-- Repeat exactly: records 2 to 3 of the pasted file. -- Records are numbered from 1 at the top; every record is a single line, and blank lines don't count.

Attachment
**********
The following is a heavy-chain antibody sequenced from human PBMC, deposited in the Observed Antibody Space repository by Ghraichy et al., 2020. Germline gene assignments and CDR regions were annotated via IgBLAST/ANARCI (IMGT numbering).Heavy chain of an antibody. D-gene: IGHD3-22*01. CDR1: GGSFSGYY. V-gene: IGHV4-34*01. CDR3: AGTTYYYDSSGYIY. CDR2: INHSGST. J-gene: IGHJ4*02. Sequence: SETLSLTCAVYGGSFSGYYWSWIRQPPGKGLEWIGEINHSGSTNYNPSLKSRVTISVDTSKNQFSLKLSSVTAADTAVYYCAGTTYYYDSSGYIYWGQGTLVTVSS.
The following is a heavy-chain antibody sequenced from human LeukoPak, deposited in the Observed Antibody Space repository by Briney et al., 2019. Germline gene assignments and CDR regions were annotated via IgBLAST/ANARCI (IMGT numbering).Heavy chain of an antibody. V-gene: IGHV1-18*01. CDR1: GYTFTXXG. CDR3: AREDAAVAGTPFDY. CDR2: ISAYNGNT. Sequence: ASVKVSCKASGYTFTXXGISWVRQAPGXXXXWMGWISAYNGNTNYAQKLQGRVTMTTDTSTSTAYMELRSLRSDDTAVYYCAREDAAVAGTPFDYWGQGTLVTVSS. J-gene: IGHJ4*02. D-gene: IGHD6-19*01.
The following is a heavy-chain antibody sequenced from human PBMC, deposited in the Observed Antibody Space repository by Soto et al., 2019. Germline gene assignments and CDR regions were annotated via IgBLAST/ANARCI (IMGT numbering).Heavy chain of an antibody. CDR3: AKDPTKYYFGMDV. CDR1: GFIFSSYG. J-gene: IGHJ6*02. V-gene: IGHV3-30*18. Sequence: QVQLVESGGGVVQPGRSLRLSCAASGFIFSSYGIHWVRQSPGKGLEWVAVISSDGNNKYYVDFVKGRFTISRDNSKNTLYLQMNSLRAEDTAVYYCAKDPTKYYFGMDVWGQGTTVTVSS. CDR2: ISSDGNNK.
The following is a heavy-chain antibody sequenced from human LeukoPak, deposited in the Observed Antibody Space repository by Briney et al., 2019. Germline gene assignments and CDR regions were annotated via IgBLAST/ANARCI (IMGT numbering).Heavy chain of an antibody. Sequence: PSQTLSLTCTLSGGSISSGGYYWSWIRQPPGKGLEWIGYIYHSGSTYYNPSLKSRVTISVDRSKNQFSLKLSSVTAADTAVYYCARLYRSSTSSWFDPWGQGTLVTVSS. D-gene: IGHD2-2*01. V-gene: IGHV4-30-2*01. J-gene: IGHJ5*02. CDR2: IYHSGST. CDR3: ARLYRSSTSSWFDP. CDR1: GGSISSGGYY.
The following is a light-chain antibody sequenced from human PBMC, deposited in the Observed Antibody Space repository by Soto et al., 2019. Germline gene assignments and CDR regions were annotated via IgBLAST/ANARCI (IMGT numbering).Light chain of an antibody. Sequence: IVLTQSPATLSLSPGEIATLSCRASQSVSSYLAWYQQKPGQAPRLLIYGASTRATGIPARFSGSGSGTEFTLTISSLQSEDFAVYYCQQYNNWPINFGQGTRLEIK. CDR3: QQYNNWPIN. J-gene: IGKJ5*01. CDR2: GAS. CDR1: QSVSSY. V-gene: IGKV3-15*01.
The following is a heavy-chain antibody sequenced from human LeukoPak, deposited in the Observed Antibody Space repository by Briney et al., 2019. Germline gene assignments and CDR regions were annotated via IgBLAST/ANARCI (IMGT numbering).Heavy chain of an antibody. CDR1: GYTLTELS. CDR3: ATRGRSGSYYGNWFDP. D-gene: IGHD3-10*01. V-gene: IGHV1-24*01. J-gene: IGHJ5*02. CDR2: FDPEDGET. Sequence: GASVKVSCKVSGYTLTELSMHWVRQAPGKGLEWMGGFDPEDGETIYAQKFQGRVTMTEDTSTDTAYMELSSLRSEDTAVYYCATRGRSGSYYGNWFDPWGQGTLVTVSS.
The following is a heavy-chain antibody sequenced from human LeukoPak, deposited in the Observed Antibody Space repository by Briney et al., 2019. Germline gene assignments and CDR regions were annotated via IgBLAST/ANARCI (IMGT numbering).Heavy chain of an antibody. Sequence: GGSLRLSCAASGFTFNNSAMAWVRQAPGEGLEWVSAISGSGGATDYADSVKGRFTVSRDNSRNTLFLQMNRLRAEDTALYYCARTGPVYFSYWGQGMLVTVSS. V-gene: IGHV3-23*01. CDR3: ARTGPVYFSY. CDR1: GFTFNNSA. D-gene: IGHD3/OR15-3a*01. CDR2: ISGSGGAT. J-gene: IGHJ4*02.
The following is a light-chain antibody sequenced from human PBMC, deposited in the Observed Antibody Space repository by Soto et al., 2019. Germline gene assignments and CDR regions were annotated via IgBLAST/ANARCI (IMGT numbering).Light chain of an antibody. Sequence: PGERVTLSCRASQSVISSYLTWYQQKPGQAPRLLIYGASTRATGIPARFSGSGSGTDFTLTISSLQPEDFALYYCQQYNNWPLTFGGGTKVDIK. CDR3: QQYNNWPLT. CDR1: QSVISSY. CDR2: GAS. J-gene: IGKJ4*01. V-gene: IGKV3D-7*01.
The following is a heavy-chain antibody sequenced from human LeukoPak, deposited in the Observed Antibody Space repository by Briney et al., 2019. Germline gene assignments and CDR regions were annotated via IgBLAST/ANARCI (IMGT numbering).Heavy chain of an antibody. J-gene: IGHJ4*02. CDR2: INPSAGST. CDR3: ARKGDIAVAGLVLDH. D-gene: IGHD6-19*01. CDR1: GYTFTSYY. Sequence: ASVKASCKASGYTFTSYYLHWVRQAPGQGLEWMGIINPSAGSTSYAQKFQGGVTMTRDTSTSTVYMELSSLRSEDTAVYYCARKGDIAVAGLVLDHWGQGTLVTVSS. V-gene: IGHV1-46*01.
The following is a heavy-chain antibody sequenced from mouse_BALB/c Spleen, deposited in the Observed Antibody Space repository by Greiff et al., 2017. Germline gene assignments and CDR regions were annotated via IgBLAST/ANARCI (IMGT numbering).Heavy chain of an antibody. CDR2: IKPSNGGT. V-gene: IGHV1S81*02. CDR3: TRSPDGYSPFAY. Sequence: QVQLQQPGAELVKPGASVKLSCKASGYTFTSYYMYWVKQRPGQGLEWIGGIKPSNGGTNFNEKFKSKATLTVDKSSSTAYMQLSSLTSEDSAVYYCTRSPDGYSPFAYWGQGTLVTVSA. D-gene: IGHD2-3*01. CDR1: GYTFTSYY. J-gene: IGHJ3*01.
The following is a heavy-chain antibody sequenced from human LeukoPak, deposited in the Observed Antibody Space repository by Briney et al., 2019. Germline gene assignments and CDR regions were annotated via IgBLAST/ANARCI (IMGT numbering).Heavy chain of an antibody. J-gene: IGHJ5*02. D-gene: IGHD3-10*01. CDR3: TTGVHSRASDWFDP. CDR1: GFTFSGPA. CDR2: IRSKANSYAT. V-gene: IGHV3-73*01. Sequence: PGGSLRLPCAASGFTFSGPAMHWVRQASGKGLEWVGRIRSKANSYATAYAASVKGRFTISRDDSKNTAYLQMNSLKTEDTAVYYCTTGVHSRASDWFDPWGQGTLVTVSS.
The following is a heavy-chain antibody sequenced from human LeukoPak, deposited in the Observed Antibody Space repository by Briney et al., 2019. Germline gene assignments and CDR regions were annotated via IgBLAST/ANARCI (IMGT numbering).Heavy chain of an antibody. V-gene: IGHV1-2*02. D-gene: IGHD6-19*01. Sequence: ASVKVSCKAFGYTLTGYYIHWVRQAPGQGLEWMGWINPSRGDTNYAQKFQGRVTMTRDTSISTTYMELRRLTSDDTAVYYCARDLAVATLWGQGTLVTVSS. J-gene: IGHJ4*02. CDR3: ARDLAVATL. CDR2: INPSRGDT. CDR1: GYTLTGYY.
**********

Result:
The following is a heavy-chain antibody sequenced from human LeukoPak, deposited in the Observed Antibody Space repository by Briney et al., 2019. Germline gene assignments and CDR regions were annotated via IgBLAST/ANARCI (IMGT numbering).Heavy chain of an antibody. V-gene: IGHV1-18*01. CDR1: GYTFTXXG. CDR3: AREDAAVAGTPFDY. CDR2: ISAYNGNT. Sequence: ASVKVSCKASGYTFTXXGISWVRQAPGXXXXWMGWISAYNGNTNYAQKLQGRVTMTTDTSTSTAYMELRSLRSDDTAVYYCAREDAAVAGTPFDYWGQGTLVTVSS. J-gene: IGHJ4*02. D-gene: IGHD6-19*01.
The following is a heavy-chain antibody sequenced from human PBMC, deposited in the Observed Antibody Space repository by Soto et al., 2019. Germline gene assignments and CDR regions were annotated via IgBLAST/ANARCI (IMGT numbering).Heavy chain of an antibody. CDR3: AKDPTKYYFGMDV. CDR1: GFIFSSYG. J-gene: IGHJ6*02. V-gene: IGHV3-30*18. Sequence: QVQLVESGGGVVQPGRSLRLSCAASGFIFSSYGIHWVRQSPGKGLEWVAVISSDGNNKYYVDFVKGRFTISRDNSKNTLYLQMNSLRAEDTAVYYCAKDPTKYYFGMDVWGQGTTVTVSS. CDR2: ISSDGNNK.